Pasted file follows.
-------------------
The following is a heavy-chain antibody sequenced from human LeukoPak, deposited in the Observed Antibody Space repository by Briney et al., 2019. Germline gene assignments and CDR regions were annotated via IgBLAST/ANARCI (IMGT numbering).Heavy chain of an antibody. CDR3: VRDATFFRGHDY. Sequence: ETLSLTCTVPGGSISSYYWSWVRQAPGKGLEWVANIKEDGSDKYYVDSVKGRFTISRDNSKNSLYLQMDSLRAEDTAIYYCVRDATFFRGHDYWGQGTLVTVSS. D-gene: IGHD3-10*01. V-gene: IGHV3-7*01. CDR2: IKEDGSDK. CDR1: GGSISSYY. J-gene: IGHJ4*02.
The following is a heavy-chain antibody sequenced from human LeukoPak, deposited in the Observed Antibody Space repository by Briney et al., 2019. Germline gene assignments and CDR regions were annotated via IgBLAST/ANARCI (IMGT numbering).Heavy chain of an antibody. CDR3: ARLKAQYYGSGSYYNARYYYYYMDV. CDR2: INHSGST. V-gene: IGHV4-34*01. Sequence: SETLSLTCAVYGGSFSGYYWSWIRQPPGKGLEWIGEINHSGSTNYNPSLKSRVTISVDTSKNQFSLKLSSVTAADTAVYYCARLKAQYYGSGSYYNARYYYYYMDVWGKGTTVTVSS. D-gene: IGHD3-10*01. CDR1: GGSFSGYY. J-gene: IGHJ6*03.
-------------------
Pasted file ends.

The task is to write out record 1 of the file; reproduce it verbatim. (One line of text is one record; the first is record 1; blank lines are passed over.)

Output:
The following is a heavy-chain antibody sequenced from human LeukoPak, deposited in the Observed Antibody Space repository by Briney et al., 2019. Germline gene assignments and CDR regions were annotated via IgBLAST/ANARCI (IMGT numbering).Heavy chain of an antibody. CDR3: VRDATFFRGHDY. Sequence: ETLSLTCTVPGGSISSYYWSWVRQAPGKGLEWVANIKEDGSDKYYVDSVKGRFTISRDNSKNSLYLQMDSLRAEDTAIYYCVRDATFFRGHDYWGQGTLVTVSS. D-gene: IGHD3-10*01. V-gene: IGHV3-7*01. CDR2: IKEDGSDK. CDR1: GGSISSYY. J-gene: IGHJ4*02.